Mackerel and other small fish have been celebrated as high in omega-3s, vitamin D and low on the food chain. That last point means they don't accumulate heavy metals including mercury, like swordfish, tuna and other predatory, large fish. All this boils down to one simple fact: They're good for you.
Now mackerel is an indulgence in more way than one.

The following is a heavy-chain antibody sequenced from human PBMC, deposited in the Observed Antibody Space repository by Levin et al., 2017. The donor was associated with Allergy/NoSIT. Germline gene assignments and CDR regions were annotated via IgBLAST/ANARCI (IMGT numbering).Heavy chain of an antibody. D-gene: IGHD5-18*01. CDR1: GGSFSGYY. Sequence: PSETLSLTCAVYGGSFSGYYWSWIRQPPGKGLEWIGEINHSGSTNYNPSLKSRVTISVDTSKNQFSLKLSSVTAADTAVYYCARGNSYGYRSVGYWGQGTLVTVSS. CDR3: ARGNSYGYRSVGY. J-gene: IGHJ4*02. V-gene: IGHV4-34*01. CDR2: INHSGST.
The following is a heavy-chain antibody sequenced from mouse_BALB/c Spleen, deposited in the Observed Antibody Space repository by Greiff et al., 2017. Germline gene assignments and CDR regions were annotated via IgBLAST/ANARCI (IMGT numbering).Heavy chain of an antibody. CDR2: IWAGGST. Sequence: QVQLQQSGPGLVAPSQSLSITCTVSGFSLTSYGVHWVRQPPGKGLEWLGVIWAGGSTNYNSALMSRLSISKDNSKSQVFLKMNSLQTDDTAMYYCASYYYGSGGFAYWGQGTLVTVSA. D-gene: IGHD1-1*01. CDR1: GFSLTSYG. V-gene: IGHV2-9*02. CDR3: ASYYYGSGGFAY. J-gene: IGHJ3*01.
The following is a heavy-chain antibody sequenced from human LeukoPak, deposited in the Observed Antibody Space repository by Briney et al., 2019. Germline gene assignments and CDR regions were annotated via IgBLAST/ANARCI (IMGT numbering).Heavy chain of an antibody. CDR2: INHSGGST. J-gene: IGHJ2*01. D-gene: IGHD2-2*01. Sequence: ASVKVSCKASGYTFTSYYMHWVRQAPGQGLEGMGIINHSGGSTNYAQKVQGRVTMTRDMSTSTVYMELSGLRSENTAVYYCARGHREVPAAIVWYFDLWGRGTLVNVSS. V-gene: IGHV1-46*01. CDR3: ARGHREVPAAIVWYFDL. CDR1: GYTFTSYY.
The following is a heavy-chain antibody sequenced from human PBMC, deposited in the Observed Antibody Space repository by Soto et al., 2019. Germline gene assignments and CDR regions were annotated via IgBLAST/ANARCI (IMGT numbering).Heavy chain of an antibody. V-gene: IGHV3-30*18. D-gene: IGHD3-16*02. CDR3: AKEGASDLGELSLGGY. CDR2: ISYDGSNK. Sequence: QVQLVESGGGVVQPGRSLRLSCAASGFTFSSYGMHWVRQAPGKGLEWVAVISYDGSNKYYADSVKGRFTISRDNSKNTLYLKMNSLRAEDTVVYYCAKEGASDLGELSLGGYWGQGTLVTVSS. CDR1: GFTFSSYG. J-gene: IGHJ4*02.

Now, according to NPR, there's another reason to celebrate: The harvesting of these fish has been found to be significantly easier on the environment than other, more popular species. In fact, small fish are among the most energy- and carbon-efficient forms of protein production, according to a study conducted at Dalhousie University in Halifax.More »